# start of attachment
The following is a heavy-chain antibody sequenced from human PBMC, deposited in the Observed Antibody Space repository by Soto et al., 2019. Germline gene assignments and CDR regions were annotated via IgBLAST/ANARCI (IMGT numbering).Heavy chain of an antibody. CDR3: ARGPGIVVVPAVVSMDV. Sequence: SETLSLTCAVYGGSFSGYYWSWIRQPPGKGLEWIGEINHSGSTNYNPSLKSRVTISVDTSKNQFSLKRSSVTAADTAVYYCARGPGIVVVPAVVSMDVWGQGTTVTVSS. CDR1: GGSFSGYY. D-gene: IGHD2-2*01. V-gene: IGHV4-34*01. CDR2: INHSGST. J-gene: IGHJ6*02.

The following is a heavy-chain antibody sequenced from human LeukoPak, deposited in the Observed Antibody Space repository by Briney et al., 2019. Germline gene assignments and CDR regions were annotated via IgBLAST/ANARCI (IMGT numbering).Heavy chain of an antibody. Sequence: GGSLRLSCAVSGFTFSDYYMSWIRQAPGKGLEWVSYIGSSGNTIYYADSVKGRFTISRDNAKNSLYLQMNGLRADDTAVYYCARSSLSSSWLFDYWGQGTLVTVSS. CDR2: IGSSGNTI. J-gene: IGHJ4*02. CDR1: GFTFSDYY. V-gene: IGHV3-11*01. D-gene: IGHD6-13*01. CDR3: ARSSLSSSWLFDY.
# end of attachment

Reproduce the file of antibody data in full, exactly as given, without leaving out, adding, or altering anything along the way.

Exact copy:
The following is a heavy-chain antibody sequenced from human PBMC, deposited in the Observed Antibody Space repository by Soto et al., 2019. Germline gene assignments and CDR regions were annotated via IgBLAST/ANARCI (IMGT numbering).Heavy chain of an antibody. CDR3: ARGPGIVVVPAVVSMDV. Sequence: SETLSLTCAVYGGSFSGYYWSWIRQPPGKGLEWIGEINHSGSTNYNPSLKSRVTISVDTSKNQFSLKRSSVTAADTAVYYCARGPGIVVVPAVVSMDVWGQGTTVTVSS. CDR1: GGSFSGYY. D-gene: IGHD2-2*01. V-gene: IGHV4-34*01. CDR2: INHSGST. J-gene: IGHJ6*02.

The following is a heavy-chain antibody sequenced from human LeukoPak, deposited in the Observed Antibody Space repository by Briney et al., 2019. Germline gene assignments and CDR regions were annotated via IgBLAST/ANARCI (IMGT numbering).Heavy chain of an antibody. Sequence: GGSLRLSCAVSGFTFSDYYMSWIRQAPGKGLEWVSYIGSSGNTIYYADSVKGRFTISRDNAKNSLYLQMNGLRADDTAVYYCARSSLSSSWLFDYWGQGTLVTVSS. CDR2: IGSSGNTI. J-gene: IGHJ4*02. CDR1: GFTFSDYY. V-gene: IGHV3-11*01. D-gene: IGHD6-13*01. CDR3: ARSSLSSSWLFDY.